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Two-and-a-half-minute Fiction Prahject

Two-and-a-half-minute Fiction ‘Prahject’: Take 43

So remember that one time when I missed a Fiction Monday? It twas fleeting and shan’t happen again. Apparently I apologize using Middle English now. Aren’t you glad you stumbled upon me today…

I supposed this story could have any million of titles. No one seems just right though. If you think of a good one please tell me because I am so inside my own head on this one, I can’t think straight. I hope you enjoy, “Untitled.” (I know I’ve used the picture below before, but it’s so good.

"Silent Treatment" by Lichtenstein

“Untitled”

She hit the brakes and lurched in her seat. The seatbelt caught and grabbed her by the hips and chest and screamed at her to freeze where she was. 

“What the hell?” he yelled. Freeing himself from the clutch of the seat belt, he thrust open the car door and marched to the front of the car where he expected to find a giant crater in the bumper. Or a busted headlight. At least a dent in the hood. But there was nothing. 

He shot his gaze from the front of the car to the driver seat where she sat white-faced and stiff. The initial fear of having killed an animal had passed and was now usurped by his steely glare shooting fault into her. She had hit the breaks on HIS car, THAT hard, and for NOTHING? She could already hear the inevitable tirade of guilt he would begin heaping on her in three, two, one… 

“Don’t you know how to drive?” he began, every joint in his hands bent and raging. “What were you thinking? Did you even see anything? Were you paying attention?”

He continued and she tried to piece together what she had seen. The radio was on, a dog bolted across the street, she remembered thinking it looked like Lassie, and then she had slammed on the brakes. Yes, that was it, she had tried to save Lassie. But where was the dog now?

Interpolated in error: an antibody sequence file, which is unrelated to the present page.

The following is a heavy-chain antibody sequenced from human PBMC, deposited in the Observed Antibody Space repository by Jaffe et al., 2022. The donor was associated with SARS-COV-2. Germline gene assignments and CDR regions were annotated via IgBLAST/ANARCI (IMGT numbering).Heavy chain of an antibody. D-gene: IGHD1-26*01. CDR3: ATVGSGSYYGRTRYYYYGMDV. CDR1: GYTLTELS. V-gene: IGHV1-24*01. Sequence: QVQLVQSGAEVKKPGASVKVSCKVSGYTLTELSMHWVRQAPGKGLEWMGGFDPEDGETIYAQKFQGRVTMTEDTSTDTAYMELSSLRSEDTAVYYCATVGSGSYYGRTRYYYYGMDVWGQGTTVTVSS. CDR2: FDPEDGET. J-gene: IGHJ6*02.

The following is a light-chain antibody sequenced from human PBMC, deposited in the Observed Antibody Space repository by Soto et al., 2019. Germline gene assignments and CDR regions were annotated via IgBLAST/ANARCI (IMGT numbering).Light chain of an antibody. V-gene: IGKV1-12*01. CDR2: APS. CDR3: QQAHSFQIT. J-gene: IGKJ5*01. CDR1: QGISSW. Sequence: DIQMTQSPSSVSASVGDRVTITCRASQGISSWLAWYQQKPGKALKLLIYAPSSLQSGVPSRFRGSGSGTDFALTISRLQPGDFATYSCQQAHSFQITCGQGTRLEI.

Getting out of the car, she saw nothing on the grey pavement. Nothing she had ever tried to save. By now he was sitting on the hood of the car with his back to her. She walked over and sat next to him. 

They sat on the car in the middle of the road. She knew he hadn’t meant what he had said to her, his silence proved it. He would never apologize, but he would never talk about this again to her. And he would probably let her drive his car again. She had thought it would be so romantic, driving his car for him, navigating for him, caring for him. 

“There was a dog,” she finally said looking down at her hands. “I tried to not hit the dog.”

“I never saw a dog,” he said. 

A year before she would have argued with him over this point. When the arguing was playful, positively flirtatious. Now it was a blazening reminder of her own naivety and the effort she had wasted, was still wasting. She felt the blood racing in her temples. 

He leaned into her side and put his arm around her shoulder.  A neighbor came out of his house to check his mail and she saw him look at the two of them sitting ontop of the car, his arm around her and she felt right again. What a sight they must have been, she thought. She had always done the spectator sport portion of relationships well. 

“Let’s get going,” he said, removing his arm. “I’ll drive.”

Crashing back to the here and the now, she left the imaginary eye of the old man getting his mail. Back to being fine, and OK, but not really fine at all. 

She sank back into the passenger seat as he started the car and they took off. 

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